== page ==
If we're worried about global birth rates, we must address the fact that women across the world do not have full reproductive freedoms

Natalia Kanem
Where young people are uncertain about their future wellbeing, many will choose to delay having a family: Getty Images

Around the world, reproductive rights and choices are under siege. Small but organised and vocal groups would prefer that we return to a time when women had no control over their bodies or their lives.

We cannot let that happen. And so, we cannot sit idle; we have to unite and mobilise. We have to be better organised, bolder and far more vocal than those who oppose our mission to ensure rights and choices for all.

UNFPA, the United Nations sexual and reproductive health agency, today released its annual State of World Population report, The Power of Choice. This report is timely because it is about rights and choices, or a lack of them, and what that means for women, for couples, and for countries’ prospects for economic and social progress.

Most importantly, the new report makes the case that choice can change the world. Choice is about having the power and the means to make your own decisions about whether, when or how often to have children, and how that power affects other choices in life.

In countries where birth rates are high, choices are constrained not just by a lack of quality contraceptive options, but also by factors such as child marriage. About 95 per cent of births by adolescents occur in developing countries, and nine in 10 of these births occur within a marriage or union.

Even in countries where birth rates are low, like the UK, choices may be constrained. Economic factors, such as the high cost of child care, or the high opportunity cost of leaving a career to start or expand a family, are just some of the main reasons why women are unable to exercise their rights in wealthier countries.

As a result, in many countries with high birth rates, women are having more children than they want, while some women in many countries with low birth rates are having fewer children than they want.

The report also shows that not long ago, around the world, there was generally a high birth rate. But it all started changing in England and elsewhere in Europe around the Industrial Revolution, when couples realised they had the information and power to limit their family sizes and that fertility could be a matter of conscious choice.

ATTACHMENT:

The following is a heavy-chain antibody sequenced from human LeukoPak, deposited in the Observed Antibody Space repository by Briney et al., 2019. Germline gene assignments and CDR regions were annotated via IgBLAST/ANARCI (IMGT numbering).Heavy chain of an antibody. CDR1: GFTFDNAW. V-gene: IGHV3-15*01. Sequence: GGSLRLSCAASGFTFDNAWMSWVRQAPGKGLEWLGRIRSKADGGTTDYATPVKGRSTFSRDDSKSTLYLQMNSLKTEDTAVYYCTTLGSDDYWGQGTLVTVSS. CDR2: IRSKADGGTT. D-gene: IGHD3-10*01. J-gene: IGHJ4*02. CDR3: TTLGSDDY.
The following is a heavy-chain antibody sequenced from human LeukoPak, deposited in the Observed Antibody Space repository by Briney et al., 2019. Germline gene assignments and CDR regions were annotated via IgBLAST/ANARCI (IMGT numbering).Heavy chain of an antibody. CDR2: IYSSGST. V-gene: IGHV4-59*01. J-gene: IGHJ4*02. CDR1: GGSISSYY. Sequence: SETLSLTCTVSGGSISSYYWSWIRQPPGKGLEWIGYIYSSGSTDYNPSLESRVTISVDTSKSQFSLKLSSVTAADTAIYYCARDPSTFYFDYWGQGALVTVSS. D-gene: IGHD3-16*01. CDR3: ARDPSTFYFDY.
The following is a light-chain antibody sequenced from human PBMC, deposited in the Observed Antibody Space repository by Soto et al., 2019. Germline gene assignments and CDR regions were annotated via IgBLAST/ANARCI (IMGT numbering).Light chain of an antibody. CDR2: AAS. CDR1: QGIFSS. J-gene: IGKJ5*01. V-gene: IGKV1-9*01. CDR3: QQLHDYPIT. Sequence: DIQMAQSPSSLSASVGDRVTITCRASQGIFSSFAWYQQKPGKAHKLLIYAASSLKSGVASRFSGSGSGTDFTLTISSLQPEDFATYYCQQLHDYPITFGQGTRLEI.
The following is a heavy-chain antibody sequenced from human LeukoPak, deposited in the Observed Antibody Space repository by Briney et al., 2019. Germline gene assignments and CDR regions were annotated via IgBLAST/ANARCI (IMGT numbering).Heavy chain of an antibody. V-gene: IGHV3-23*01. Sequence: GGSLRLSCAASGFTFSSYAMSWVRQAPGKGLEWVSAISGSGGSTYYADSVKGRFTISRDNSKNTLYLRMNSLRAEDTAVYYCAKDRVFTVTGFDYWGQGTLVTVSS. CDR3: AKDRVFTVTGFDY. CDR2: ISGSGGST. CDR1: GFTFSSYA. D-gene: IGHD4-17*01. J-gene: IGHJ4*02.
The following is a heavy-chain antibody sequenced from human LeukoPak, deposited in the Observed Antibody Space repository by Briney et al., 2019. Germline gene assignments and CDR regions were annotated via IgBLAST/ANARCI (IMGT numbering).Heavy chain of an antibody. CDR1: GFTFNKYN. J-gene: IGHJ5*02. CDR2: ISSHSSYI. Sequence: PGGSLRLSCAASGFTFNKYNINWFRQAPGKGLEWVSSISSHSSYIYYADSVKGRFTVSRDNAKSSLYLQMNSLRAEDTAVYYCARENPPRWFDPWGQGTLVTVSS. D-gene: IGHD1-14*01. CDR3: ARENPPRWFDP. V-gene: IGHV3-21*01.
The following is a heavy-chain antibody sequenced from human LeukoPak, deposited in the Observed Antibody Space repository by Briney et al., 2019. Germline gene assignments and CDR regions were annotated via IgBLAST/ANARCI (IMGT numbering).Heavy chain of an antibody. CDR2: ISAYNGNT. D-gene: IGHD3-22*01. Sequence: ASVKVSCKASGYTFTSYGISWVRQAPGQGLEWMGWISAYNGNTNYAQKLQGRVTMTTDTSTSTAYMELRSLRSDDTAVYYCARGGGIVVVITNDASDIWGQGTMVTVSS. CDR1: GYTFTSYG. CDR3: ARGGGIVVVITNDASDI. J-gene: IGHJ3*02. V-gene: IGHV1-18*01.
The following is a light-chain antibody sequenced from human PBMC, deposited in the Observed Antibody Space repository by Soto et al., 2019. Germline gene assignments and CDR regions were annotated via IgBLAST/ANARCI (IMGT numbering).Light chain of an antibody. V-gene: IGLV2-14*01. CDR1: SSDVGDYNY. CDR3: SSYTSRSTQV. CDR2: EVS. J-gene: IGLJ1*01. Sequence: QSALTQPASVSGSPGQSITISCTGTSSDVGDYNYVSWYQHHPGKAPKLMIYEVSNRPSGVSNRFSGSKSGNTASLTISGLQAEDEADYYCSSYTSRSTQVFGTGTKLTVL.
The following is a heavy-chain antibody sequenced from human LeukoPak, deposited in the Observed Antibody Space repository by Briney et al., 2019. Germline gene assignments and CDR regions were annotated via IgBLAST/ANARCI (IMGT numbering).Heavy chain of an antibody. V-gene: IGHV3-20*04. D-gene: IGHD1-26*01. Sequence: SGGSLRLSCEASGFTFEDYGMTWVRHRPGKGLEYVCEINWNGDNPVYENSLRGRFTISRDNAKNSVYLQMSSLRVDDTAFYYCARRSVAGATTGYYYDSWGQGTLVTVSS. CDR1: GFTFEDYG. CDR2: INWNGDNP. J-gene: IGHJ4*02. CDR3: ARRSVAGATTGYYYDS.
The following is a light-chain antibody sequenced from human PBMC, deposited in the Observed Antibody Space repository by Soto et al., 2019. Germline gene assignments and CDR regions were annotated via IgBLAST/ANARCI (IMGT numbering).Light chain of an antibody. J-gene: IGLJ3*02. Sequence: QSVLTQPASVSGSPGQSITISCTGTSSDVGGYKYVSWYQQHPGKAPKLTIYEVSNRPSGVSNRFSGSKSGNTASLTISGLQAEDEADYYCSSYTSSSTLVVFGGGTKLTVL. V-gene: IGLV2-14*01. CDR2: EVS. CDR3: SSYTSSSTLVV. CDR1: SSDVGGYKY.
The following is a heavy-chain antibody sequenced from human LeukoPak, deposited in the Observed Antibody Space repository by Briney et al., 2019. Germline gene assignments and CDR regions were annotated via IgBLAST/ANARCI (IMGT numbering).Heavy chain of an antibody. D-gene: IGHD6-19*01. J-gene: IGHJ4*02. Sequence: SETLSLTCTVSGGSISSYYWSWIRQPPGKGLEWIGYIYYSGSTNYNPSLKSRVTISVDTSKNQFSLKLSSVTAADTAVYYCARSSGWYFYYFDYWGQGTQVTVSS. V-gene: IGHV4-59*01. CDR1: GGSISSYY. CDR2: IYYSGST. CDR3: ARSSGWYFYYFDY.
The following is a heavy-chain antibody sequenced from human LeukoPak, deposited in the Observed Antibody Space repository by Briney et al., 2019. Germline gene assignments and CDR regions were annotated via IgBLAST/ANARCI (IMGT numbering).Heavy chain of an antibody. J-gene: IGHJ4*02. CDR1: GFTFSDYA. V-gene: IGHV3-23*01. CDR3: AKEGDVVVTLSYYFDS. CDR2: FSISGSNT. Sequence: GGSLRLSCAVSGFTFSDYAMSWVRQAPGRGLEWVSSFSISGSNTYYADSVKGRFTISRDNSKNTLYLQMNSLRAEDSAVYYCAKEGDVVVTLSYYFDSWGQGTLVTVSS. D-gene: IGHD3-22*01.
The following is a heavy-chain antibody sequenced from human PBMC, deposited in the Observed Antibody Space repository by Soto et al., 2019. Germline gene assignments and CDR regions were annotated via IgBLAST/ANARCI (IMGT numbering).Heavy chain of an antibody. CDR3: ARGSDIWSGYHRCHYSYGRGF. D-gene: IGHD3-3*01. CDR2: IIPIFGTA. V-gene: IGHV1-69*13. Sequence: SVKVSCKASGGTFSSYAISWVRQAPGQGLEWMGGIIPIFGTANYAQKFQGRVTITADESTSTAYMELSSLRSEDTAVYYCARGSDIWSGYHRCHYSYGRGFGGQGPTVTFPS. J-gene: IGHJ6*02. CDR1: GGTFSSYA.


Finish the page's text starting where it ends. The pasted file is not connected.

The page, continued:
What happened then set off a global demographic transition, where more and more countries started moving from high birth and death rates to low birth and death rates. That transition, however, started at different times and has moved at different speeds in different parts of the world. So today, there isn’t just one birth rate. There are many, and the vastly different rates among countries signal that choice is not yet a reality for all.

Regardless of whether the birth rates are high or low, it can mean challenges for countries’ economies, institutions and prospects for the future.

Countries with lower birth rates may struggle with maintaining a large enough labour force to fuel their economies or to fund social security systems for ageing populations.

The report calls on countries with high or low birth rates to confront their demographic challenges through expanding choices.

Making sure that child care is affordable, for example, is one action that a country with low birth rates can take to expand choices because it can enable women to have children without giving up their careers.

Other obstacles in low birth rate countries include uncertain labour markets. Where young people are uncertain about their future wellbeing, many will choose to delay having a family.

Paid parental leave for men and women, alignment of school and work schedules, flexible work hours and affordable housing can also make a big difference to a woman who wants to start a family.

Women should not be constrained by these dilemmas of motherhood.

Our new report comes at a time of uncertainty for reproductive rights and choices. We must push back.

Choice can change the world. And choice can be a reality everywhere, sometimes with simple policy changes that can open doors for women to have as many – or as few – children as they desire.

Dr Natalia Kanem is the executive director of the United Nations Population Fund, the UN’s sexual and reproductive health agency